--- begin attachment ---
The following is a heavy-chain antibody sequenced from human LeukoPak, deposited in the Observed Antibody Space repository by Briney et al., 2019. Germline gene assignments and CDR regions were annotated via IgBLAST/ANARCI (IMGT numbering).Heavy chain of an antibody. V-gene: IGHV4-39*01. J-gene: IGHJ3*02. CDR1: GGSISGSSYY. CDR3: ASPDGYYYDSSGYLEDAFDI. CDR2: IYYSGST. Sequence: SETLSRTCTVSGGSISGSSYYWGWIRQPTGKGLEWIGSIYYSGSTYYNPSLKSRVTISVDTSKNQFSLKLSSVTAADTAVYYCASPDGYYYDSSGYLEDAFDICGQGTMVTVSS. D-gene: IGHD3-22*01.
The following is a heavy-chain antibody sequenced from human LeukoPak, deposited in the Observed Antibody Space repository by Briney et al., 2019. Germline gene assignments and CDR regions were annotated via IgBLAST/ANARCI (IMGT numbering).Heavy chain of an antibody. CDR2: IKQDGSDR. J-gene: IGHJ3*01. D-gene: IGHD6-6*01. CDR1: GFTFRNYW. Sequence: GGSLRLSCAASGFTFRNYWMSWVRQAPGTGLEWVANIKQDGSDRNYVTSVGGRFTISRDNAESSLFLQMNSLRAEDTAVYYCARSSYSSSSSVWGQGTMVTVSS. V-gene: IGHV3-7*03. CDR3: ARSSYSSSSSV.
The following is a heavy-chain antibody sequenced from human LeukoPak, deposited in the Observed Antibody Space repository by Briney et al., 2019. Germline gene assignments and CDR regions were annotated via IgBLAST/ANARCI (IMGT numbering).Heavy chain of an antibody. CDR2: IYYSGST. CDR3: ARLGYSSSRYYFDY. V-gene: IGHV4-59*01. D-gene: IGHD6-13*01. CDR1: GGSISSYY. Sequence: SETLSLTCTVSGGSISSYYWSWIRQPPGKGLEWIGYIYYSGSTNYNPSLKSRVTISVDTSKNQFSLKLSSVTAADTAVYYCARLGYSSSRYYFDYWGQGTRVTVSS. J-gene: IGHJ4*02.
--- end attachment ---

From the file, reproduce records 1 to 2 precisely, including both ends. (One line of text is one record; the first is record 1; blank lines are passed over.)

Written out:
The following is a heavy-chain antibody sequenced from human LeukoPak, deposited in the Observed Antibody Space repository by Briney et al., 2019. Germline gene assignments and CDR regions were annotated via IgBLAST/ANARCI (IMGT numbering).Heavy chain of an antibody. V-gene: IGHV4-39*01. J-gene: IGHJ3*02. CDR1: GGSISGSSYY. CDR3: ASPDGYYYDSSGYLEDAFDI. CDR2: IYYSGST. Sequence: SETLSRTCTVSGGSISGSSYYWGWIRQPTGKGLEWIGSIYYSGSTYYNPSLKSRVTISVDTSKNQFSLKLSSVTAADTAVYYCASPDGYYYDSSGYLEDAFDICGQGTMVTVSS. D-gene: IGHD3-22*01.
The following is a heavy-chain antibody sequenced from human LeukoPak, deposited in the Observed Antibody Space repository by Briney et al., 2019. Germline gene assignments and CDR regions were annotated via IgBLAST/ANARCI (IMGT numbering).Heavy chain of an antibody. CDR2: IKQDGSDR. J-gene: IGHJ3*01. D-gene: IGHD6-6*01. CDR1: GFTFRNYW. Sequence: GGSLRLSCAASGFTFRNYWMSWVRQAPGTGLEWVANIKQDGSDRNYVTSVGGRFTISRDNAESSLFLQMNSLRAEDTAVYYCARSSYSSSSSVWGQGTMVTVSS. V-gene: IGHV3-7*03. CDR3: ARSSYSSSSSV.